These films tend to tell us something like, “immense wealth entrains greed / corruption / immorality”, which I can’t imagine still comes as a surprise to American moviegoers in 2013. From the outset, “The Wolf of Wall Street” seems set to follow a similar trajectory, tracing the rise of its upstart anti-hero toward what we can only assume will be a terrible fall — an implosion of addiction, heartbreak, and financial ruin, like “Scarface” without the tommy-gun. But Scorsese, along with screenwriter Terence Winter, has devised a more unusual arc for their protagonist: after two and a half hours of indefatigable high spirits, the film delivers a fall that registers as barely a hiccup. The promised federal reckoning is softened considerably in recognition of Belfort’s cooperation. A catastrophe on board his yacht is rendered as a wild fantasy, replete with explosions and titanic waves (an event he escapes unscathed). His drug use settles down with very little consequence. His empire crumbles, but is supplanted, after a brief prison sojourn, with a new, perfectly legal venture. Even after losing everything, Jordan Belfort still wins: in the end we find him delivering a motivational lecture to a large, attentive audience in New Zealand, eager to learn from the pro. But the lesson Belfort offers isn’t a moral one — his only atonement is for the high-profile crimes, which were always incidental anyway. He’s there to do what he does best: to practice the power of sales.
Scorsese, meanwhile, strives to reflect the manic vigor of Belfort’s salesmanship in his filmmaking, and the result is a farce of wild comic invention — it’s an epic cranked into overdrive, and, not insignificantly, a film without shame. This tendency has had a strange effect on its reception: many critics are under the impression that the film is playing this material straight, and have therefore sought to take Scorsese to task for his poor judgment. Perhaps the strangest review arrives from David Denby, who writes in the New Yorker that Scorsese’s biggest mistake “was to take the claims of Jordan Belfort at face value” — I suppose like, say, the moment when his car changes from red to white after he insists that it be that way, or when his retelling of a safe drive home under the influence is undermined by a shock cut to a totalled Lamborghini. Later, Denby claims that the film is “meant to be an expose of disgusting, immoral, corrupt, obscene behavior, but it’s made in such an exultant style that it becomes an example of disgusting, obscene filmmaking.” Why, yes — in fact you might even say that’s the point of the film. We’re sold a bill of goods in the same way Belfort’s clients are. Funny how that works.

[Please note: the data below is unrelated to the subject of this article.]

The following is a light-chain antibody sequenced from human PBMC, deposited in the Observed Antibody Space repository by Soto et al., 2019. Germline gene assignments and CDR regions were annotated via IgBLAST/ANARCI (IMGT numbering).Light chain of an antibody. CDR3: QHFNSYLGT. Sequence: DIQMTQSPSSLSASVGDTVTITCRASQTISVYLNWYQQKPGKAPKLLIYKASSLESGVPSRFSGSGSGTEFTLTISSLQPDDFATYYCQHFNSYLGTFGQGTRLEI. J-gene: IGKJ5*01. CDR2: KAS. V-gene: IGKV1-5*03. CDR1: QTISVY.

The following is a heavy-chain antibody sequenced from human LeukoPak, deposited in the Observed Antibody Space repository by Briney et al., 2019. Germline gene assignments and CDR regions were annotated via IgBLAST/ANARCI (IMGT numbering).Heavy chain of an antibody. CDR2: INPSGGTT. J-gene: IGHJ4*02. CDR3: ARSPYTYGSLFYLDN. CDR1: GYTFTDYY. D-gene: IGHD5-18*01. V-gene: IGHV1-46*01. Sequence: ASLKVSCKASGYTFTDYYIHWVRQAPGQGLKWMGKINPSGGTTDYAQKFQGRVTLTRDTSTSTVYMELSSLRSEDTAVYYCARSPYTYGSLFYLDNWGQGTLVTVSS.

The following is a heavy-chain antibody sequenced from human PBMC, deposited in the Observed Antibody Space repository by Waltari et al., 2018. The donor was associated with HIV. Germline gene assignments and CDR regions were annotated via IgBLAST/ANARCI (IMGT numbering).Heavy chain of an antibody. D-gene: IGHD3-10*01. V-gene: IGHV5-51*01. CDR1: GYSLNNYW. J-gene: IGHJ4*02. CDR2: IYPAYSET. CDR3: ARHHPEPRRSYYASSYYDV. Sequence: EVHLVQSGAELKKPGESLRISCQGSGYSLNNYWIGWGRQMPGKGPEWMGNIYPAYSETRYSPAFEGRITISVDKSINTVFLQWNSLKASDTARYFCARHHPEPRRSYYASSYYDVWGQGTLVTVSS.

From the great many volumes of motivational literature I was encouraged to read by my former employers, I inherited one salient fact about sales: everybody wants to be sold to. If they didn’t want to be sold to, they wouldn’t buy — but they do. We all do. The reason sales is exploitative is because it seizes upon our desires and uses them to take our money. The reason we continue to let it happen, and the reason salesmen like Belfort continue to thrive, is because we all kind of like it. At the end of “The Wolf of Wall Street”, as Belfort is orating to the crowd, he walks up to each attendee and tells them to sell him his pen. We see them struggle to find the words: “it’s a nice pen”, “you can do a lot of things with this pen.” These people aren’t salesmen — like me, they aren’t built to think that way. But they are built to buy. They paid to see Belfort speaking. He sold them himself for the price of admission. And us? When the movie is over, look in your pocket: Scorsese sold you a ticket. Belfort wins again.
“The Wolf of Wall Street” opens in theaters on December 25th.
Categories: FeaturesTags: Calum Marsh, Jordan Belfort, Leonardo dicaprio, Martin scorsese, Op-ed, The Wolf of Wall Street